The likely culprit in Saturday's fire Le Roy that destroyed the home of Greg and David Luetticke-Archbell is electrical.
Whether it was an electric device that first caught on fire or wiring in a wall hasn't been determined.
There is no evidence of any deliberate action that caused the fire.
Jim Bouton, a coordinator and investigator with Genesee County Office of Emergency Management, discussed the investigator's findings with The Batavian this morning.
"On the report it will say the cause is undetermined," Bouton said. "The primary principle is electrical."
The fire started in the garage, Bouton said, not on the porch as initially reported.
Also, the explosion during the fire was caused by backdraft, which is caused by the rapid reintroduction of oxygen into an enclosed area where oxygen has been depleted by fire.
There was lots of fuel available for a fire -- what firefighters call "fire load" -- big wood beams and all of the accoutrements of a modern lifestyle.
Bouton said these days people have a lot more polyester, plastic and other flammable materials around the house, which is just fuel for flames.
In the Luetticke-Archbell garage there was a motorbike, snowmobile and woodchipper, all with gasoline in the tanks, not to mention the fiberglass of the snowmobile to add fuel to the fire.
The house at 8005 North Road was built in 1806. There had been many upgrades to the residence, including upgraded electrical, Bouton said, but that still doesn't mean an electrical problem can't creep up.
Asked how concerned other residents should be about electrical fires, Bouton explained people should pay attention to how they're using electric and what's going on with the electric in their house.
Houses built before the electronic gadget age are susceptible to problems.
Most people don't understand how they overload their circuits.
(NOTE: During our conversation, Bouton wanted to make it clear he wasn't implying Greg and David did anything to cause the fire -- the cause remains undetermined.)
Bouton used this example: In your bathroom you probably have a 15-amp circuit. You plug in a curling iron and hair blower. Each draws 1,500 watts. Divide those 3,000 watts by 120 voltage and you're drawing 25 amps on a single 15-amp circuit.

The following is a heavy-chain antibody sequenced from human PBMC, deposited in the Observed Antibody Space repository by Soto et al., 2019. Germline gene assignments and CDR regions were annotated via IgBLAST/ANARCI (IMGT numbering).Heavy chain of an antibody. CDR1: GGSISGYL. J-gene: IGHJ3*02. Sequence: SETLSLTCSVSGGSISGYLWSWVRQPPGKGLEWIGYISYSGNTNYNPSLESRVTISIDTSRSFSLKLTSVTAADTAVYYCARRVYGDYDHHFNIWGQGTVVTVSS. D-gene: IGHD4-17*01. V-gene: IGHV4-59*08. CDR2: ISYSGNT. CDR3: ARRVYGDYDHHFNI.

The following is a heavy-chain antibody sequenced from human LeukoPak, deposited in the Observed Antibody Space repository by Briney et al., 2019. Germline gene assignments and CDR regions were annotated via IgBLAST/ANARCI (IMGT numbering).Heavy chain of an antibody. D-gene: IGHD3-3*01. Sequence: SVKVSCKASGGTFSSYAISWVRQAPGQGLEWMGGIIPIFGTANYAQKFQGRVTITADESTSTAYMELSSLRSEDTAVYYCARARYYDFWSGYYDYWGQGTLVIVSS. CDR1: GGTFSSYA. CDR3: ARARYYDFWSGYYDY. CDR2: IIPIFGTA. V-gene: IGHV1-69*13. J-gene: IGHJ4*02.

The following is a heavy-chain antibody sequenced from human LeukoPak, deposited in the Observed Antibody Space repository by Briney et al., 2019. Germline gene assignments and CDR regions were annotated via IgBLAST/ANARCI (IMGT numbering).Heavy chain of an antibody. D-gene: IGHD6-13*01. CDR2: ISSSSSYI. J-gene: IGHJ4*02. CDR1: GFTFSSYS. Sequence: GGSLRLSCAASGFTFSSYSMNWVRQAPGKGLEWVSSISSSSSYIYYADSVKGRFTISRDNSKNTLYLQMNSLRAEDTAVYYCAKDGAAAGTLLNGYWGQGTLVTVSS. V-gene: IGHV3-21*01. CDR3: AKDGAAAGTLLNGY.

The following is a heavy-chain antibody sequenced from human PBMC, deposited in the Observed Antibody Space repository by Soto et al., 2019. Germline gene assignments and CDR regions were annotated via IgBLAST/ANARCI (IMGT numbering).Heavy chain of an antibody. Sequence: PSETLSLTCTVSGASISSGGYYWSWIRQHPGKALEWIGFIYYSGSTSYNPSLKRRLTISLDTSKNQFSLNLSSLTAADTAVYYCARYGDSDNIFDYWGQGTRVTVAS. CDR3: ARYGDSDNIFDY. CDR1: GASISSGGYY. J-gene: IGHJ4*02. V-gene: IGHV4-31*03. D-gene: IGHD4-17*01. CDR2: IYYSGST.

That overload causes wires to heat and over time the wires become damaged.
It can take many years, but it's a fire hazard.
If you read the instructions for your microwave, refrigerator and freezer, you are warned that each should be on their own 20-amp circuit. Often, however, people just plug these items in with no consideration to what circuits they're on.
For those of us using power strips for our home entertainment centers or desk areas, chances are the devices are not drawing enough concurrent electricity to create a problem, but the preponderance of electronic devices -- mobile phone chargers, computers in every room, TVs in multiple rooms, etc., should be a concern.
In older homes, the fusebox has been replaced by a circuit breaker (perhaps not by a licensed electrician), Bouton said, but it's still a 60-amp service when it should be 100 amps for all the electronics in a typical home today.
If your lights flicker when you turn on electronics, or you keep blowing a circuit breaker, perhaps you're overloading circuits, Bouton said.
Bouton noted that it's ironic that in the City of Batavia, only a licensed plumber can do plumbing work in another person's home, but there's no prohibition against using unlicensed electricians.
Bouton recommends using licensed electricians for any wiring or rewiring for inspecting any suspected issues with circuits.
"I'm not saying we have a big problem out there, but people should be aware," Bouton said. "If you've got a question call an electrician."